Sunday, August 10, 2008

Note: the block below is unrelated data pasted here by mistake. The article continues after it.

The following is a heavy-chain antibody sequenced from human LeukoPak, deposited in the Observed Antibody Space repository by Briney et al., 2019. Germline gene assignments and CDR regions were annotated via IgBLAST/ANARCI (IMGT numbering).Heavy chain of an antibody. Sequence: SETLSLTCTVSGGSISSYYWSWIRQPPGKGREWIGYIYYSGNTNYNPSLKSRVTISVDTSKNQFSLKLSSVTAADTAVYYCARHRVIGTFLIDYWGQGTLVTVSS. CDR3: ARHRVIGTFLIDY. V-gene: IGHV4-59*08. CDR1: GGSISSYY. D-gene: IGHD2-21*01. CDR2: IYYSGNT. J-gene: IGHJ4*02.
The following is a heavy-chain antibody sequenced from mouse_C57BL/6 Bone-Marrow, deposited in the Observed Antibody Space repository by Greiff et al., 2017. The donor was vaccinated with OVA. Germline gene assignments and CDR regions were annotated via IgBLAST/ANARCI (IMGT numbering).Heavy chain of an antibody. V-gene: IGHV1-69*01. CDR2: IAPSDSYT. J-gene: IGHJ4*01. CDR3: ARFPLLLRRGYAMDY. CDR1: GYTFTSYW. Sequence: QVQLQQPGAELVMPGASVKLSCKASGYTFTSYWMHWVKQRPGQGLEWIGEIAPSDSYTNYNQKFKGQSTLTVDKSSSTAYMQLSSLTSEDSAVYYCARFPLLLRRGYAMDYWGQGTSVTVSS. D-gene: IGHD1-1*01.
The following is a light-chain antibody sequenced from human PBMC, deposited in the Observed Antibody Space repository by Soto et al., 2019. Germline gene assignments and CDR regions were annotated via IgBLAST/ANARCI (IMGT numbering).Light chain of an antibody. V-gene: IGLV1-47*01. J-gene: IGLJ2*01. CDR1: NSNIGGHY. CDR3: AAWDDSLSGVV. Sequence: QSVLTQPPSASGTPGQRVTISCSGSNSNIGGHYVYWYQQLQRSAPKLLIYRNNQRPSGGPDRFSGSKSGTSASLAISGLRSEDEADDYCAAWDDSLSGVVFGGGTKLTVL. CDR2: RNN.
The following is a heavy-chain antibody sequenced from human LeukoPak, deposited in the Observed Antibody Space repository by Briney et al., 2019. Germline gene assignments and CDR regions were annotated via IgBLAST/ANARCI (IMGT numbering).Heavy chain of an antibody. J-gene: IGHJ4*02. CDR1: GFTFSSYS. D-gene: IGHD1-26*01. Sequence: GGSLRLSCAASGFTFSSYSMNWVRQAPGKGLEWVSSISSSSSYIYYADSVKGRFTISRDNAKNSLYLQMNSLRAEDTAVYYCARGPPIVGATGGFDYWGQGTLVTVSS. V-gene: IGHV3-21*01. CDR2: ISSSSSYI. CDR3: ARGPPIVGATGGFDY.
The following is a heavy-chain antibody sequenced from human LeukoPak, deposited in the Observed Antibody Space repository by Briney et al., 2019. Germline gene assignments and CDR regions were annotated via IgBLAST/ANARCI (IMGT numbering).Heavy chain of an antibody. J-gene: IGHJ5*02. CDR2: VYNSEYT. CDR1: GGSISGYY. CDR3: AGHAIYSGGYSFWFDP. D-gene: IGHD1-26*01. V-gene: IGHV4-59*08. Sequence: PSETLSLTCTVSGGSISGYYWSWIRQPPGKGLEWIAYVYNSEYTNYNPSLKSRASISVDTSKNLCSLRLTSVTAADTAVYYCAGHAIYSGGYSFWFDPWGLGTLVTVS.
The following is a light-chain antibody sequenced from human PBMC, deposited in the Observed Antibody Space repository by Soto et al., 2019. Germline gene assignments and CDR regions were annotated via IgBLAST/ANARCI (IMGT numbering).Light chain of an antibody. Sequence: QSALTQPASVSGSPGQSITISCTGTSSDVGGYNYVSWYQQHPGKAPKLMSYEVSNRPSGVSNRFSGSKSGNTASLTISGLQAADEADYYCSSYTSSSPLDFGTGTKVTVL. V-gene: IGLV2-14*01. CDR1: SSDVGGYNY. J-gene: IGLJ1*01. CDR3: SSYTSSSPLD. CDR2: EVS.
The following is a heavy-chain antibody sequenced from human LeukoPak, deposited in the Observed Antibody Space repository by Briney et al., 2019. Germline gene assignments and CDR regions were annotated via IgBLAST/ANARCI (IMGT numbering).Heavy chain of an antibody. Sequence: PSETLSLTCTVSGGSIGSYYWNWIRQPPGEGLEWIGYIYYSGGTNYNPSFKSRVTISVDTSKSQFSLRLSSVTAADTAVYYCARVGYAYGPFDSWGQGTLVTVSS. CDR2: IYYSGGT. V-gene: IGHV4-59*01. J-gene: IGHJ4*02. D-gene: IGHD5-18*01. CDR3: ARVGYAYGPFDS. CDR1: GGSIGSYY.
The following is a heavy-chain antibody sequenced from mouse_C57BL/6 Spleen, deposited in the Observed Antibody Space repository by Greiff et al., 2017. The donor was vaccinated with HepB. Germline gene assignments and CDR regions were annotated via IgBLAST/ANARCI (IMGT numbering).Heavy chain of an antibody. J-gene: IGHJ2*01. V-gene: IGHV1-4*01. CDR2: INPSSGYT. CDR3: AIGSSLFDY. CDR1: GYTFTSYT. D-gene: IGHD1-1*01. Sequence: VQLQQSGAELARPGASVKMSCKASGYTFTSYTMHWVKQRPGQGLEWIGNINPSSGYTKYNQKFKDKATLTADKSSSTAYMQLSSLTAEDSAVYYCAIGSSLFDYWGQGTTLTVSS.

This has been all over the place for the last few days, but given that I recently posted on an article about lightning, I feel justified picking up the tail end of the virus. One note I read on it said that this was shot at 6000 frames per second. This is a fascinating video that allows you to see different phases in the development of a lightning bolt. First, as the charge difference between the cloud and the ground becomes too great, a diffuse "spray" of mini-bolts radiates from the cloud. When one of the little leaders comes in contact with the ground, it becomes the main conduit through which the current flows. Because of the "inertia" or "momentum" (I put those words in quotes because I'm not sure they're technically applicable to electricity, but the idea is similar), too much charge moves between the cloud and the ground. The charge again becomes unbalanced, so the lightning bolt, which has started to dim, but is still the conductive tube of plasma (ionized air), allows the charge to move back again. This process repeats until the charge is essentially equalized; this is the cause of the multiple pulses of brightness.

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